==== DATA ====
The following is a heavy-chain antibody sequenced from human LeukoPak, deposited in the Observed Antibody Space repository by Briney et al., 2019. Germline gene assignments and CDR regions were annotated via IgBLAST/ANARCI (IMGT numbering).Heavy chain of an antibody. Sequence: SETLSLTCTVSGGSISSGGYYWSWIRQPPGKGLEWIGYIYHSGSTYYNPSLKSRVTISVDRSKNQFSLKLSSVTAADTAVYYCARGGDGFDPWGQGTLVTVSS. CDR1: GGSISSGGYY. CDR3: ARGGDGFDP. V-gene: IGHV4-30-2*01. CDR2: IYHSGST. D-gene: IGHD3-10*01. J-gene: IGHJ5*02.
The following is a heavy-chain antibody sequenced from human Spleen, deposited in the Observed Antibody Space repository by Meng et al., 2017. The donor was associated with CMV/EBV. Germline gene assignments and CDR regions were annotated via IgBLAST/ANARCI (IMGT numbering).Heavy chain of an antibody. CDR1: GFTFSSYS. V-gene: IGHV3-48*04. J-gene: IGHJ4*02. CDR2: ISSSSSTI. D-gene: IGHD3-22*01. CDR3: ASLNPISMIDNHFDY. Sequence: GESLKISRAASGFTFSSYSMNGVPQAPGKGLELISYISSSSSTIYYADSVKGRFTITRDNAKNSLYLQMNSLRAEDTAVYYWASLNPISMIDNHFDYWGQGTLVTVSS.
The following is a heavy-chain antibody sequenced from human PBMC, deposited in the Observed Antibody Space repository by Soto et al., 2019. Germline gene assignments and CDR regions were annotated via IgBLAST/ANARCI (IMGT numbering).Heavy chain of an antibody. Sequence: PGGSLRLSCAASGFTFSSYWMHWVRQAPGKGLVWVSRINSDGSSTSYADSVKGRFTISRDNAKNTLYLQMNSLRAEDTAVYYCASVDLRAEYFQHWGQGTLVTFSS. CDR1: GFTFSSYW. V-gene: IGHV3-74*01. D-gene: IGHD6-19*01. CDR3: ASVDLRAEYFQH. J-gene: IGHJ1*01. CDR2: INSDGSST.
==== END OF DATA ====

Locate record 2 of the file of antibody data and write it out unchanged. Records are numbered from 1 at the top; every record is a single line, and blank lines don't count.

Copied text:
The following is a heavy-chain antibody sequenced from human Spleen, deposited in the Observed Antibody Space repository by Meng et al., 2017. The donor was associated with CMV/EBV. Germline gene assignments and CDR regions were annotated via IgBLAST/ANARCI (IMGT numbering).Heavy chain of an antibody. CDR1: GFTFSSYS. V-gene: IGHV3-48*04. J-gene: IGHJ4*02. CDR2: ISSSSSTI. D-gene: IGHD3-22*01. CDR3: ASLNPISMIDNHFDY. Sequence: GESLKISRAASGFTFSSYSMNGVPQAPGKGLELISYISSSSSTIYYADSVKGRFTITRDNAKNSLYLQMNSLRAEDTAVYYWASLNPISMIDNHFDYWGQGTLVTVSS.